Note:  I won’t be making angry political comments.  Please stick with me for a few ‘graphs and see if you can agree with my conclusion.

Alec Baldwin. Do you trust this man’s opinion about race relations?

Alec Baldwin tweeted this week that “If Obama was white, he’d be up by 17 points.”  I was astonished by this unfounded, inflammatory statement.  Mr. Baldwin had no research to support his tweet; it’s just another example of overblown partisan rhetoric.

Rush Limbaugh, “with talent on loan from God.”

And, of course, when a provocateur from one side of our political equation makes a bombastic statement, then we always hear from the other side.  It was later that day that Rush Limbaugh proclaimed that if Obama was white, then he would be losing by 20 points!  He also had no supporting data, of course … he also had no credibility.  In my humble opinion.

A much different, a much more positive comment on the state of race in today’s America was in this week’s LA Times.  Bill Plaschke wrote a wonderful article about UCLA’s new quarterback, Brett Hundley.  He is African American, hence the trivia question.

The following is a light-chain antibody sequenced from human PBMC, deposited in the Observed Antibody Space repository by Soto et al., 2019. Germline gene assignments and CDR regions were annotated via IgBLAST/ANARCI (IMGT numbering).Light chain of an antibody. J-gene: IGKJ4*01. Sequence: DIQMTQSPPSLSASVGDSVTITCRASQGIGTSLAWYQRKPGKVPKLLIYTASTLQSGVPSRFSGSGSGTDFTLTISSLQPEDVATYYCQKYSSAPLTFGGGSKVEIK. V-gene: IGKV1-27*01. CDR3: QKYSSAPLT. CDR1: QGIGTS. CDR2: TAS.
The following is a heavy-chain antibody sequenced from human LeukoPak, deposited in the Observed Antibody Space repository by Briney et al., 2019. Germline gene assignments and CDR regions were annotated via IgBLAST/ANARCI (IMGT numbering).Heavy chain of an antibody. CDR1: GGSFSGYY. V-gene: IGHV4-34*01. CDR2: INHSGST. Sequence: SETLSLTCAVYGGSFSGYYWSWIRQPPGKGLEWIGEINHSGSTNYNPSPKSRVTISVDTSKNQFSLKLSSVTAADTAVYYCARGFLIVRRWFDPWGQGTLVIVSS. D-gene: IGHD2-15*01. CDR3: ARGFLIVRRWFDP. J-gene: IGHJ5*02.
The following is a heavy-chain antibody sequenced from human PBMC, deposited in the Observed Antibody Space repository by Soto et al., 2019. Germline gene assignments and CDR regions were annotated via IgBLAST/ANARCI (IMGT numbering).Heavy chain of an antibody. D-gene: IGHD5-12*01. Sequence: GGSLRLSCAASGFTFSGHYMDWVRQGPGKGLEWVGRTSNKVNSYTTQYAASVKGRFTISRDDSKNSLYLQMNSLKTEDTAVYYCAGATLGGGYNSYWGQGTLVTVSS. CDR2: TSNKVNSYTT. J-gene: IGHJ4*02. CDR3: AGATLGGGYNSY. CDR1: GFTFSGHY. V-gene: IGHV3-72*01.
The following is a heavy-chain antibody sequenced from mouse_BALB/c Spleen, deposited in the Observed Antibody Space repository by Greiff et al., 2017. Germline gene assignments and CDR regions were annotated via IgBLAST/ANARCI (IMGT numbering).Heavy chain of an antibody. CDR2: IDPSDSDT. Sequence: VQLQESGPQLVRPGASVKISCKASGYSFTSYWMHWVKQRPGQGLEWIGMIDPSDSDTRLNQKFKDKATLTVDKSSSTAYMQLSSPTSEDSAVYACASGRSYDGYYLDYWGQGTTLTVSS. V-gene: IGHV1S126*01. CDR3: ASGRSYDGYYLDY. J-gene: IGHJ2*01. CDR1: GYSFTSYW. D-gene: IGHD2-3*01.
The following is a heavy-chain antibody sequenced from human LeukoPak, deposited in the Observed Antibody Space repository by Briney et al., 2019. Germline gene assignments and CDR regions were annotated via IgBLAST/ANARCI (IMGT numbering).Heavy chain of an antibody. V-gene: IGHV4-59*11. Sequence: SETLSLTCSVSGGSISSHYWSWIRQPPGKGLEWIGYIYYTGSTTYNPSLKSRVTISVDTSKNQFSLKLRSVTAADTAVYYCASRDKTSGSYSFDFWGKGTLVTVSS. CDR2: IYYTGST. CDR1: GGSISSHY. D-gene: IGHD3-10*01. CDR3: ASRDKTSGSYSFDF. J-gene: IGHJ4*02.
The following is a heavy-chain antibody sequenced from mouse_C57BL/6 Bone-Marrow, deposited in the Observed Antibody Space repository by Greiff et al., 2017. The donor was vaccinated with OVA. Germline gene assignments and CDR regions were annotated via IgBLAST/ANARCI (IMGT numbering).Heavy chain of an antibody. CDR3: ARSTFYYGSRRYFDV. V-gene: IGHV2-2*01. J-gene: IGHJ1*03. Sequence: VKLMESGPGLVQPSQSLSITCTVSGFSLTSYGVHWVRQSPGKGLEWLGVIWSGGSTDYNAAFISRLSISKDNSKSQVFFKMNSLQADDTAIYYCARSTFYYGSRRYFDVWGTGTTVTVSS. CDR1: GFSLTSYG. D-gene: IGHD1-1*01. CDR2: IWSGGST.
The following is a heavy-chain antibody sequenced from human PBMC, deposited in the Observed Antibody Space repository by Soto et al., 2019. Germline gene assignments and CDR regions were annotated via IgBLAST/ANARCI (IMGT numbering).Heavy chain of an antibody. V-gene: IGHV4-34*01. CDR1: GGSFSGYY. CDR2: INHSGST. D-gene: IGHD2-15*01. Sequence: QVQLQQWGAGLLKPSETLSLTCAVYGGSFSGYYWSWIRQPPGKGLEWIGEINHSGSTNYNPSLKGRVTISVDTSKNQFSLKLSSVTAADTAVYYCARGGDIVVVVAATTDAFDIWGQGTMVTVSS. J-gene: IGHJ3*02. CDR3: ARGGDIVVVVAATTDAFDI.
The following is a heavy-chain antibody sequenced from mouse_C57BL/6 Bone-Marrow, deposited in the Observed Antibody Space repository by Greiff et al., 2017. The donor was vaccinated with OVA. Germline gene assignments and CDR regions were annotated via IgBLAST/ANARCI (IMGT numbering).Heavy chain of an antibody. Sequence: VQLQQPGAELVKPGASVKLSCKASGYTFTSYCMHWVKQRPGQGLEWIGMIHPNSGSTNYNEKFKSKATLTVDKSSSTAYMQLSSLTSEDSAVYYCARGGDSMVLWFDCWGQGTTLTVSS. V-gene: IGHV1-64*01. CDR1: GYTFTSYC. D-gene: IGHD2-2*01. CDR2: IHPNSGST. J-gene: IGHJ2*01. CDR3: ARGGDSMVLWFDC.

Name the last African American to lead UCLA in passing for a season.

The answer is Jackie Robinson.  Yes, THAT Jackie Robinson, who was a running back for UCLA in 1940.  He led the team in passing with 444 yards.

Jackie Robinson was a multi-sport athlete at UCLA; its baseball stadium is named for him. He later broke the color barrier with the Brooklyn Dodgers, and his # 42 is the only number retired by Major League Baseball.  All baseball players wear his number on Jackie Robinson Day each year.  No other person in professional sports is accorded such an honor as this.

Plaschke’s article is a wonderful portrait of a young man at the beginning of his college football career … his hopes intertwined with the hopes of the Bruins Nation.

UCLA is not only one of America’s top universities, it is also recognized as being one of the leaders in campus racial diversity by US News & World Report, which publishes some of the most watched ranking lists for universities today.

Here’s my bottom line:

I live in the America where race is important as an indicator of how far we’ve come.  I have no interest in sniping about our President’s race and how that does or doesn’t affect his chances in the 2012 election.

I will root for Brett Hundley, and I root for UCLA.  For Mr. Baldwin and Mr. Limbaugh?  Not so much.

You still with me?

Brett Hundley is a redshirt freshman, and just might be the starting quarterback for UCLA for four years.